This label extends beyond diabetes - it applies to all chronic illnesses, whether it's ESRD, epilepsy, or asthma. It can be so easy to say, "Well, this patient's non-compliant. They don't want to care for themselves," when this may not be the case. There is another approach. When assessing patients and families I prefer to ask, "Are you able to take your medications/follow your diet/etc. as prescribed?" Asking from a place of non-judgement and not-knowing allows space for the patient to ask for help if they need it. Maybe they aren't taking their medication because their insurance doesn't cover it. Maybe they're struggling with an underlying anxiety or depression, or could just benefit from some educational counseling. Simply labeling someone as non-compliant and leaving it at that eliminates any possibility for improvement. And people living with chronic illness deserve a chance for improvement. Being stuck in a place where they are struggling to care for themselves doesn't have to be a place where they remain.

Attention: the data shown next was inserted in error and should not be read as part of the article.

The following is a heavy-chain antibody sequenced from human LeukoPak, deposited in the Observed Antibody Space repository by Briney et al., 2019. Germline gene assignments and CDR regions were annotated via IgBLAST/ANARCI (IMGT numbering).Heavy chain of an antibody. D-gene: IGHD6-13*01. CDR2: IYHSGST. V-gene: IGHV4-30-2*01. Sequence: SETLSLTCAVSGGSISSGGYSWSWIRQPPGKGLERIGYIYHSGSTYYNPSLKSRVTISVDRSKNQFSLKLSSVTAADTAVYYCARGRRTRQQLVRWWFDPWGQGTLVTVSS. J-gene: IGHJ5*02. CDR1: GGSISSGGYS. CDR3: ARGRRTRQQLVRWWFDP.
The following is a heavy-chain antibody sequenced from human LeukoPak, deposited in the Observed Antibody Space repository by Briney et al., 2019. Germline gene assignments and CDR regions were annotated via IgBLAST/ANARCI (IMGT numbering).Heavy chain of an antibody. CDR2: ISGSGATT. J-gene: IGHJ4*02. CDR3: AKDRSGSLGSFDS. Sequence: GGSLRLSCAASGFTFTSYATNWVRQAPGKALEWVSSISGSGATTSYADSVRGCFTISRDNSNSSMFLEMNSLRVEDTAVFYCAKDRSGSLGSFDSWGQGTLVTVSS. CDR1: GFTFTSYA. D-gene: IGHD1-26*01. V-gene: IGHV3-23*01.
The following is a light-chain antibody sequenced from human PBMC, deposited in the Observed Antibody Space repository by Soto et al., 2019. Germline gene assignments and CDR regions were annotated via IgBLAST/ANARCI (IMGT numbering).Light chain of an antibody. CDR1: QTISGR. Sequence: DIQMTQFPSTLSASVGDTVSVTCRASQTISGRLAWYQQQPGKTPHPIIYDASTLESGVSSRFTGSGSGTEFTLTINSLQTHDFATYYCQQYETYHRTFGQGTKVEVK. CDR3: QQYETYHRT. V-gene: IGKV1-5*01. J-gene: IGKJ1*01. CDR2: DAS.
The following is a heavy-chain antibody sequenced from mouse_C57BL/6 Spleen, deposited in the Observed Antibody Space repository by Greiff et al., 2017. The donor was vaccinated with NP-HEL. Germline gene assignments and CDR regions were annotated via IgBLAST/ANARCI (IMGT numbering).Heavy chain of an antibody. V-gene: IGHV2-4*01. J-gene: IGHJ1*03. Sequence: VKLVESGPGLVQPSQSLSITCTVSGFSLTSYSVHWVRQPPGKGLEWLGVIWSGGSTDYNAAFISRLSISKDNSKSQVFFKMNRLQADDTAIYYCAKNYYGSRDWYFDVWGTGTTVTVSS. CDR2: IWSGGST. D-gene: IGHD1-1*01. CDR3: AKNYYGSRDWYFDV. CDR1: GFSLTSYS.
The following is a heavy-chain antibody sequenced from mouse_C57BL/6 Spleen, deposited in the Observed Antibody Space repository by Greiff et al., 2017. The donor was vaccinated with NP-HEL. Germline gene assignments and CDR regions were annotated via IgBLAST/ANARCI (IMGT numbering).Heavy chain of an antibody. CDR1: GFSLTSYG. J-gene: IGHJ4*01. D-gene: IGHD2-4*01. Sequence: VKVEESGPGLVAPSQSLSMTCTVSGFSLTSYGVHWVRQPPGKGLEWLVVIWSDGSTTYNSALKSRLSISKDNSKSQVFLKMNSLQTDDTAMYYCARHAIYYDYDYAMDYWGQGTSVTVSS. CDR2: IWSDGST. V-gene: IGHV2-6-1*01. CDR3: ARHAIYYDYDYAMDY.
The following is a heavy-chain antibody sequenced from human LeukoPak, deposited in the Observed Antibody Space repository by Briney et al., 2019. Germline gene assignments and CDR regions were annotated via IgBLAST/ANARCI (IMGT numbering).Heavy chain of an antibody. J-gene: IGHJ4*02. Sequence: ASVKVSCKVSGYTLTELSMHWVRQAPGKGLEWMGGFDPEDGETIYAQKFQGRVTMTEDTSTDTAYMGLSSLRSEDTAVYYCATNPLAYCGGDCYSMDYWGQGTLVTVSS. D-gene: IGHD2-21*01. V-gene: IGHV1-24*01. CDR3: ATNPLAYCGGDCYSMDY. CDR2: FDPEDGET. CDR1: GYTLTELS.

So what now? Other than adherence, what words would you prefer to have used, as a patient or as a provider? I am curious to know.

Sunday, May 20, 2018

Sleep: A Fickle Friend

My relationship with sleep has always been odd. I love sleep. But when I was a child, I had night terrors. I always needed a night light, and I still can't sleep in total darkness. I'm also a violent sleeper. My friends who've shared rooms with me say I run in my sleep, kick in my sleep, throw things in my sleep...

I wake up and the room is a mess. My stuffed animals are everywhere. My blankets are askew. Bottom line is, my sleep has never been particularly restful.

As I adjust to adulting and having a full-time job, one of the things I've prioritized is trying to get as restful a night's sleep as possible. But the more time I spend trying to get a good night's sleep, the more I am reminded of an unpleasant truth: type 1 is not at all conducive to rest. And I am not alone in this. Other T1D's feel the same, as do their family members I'm sure. How does any parent of a T1D child get a full night's rest? My mom still doesn't sleep, and I'm 26 (sorry mom).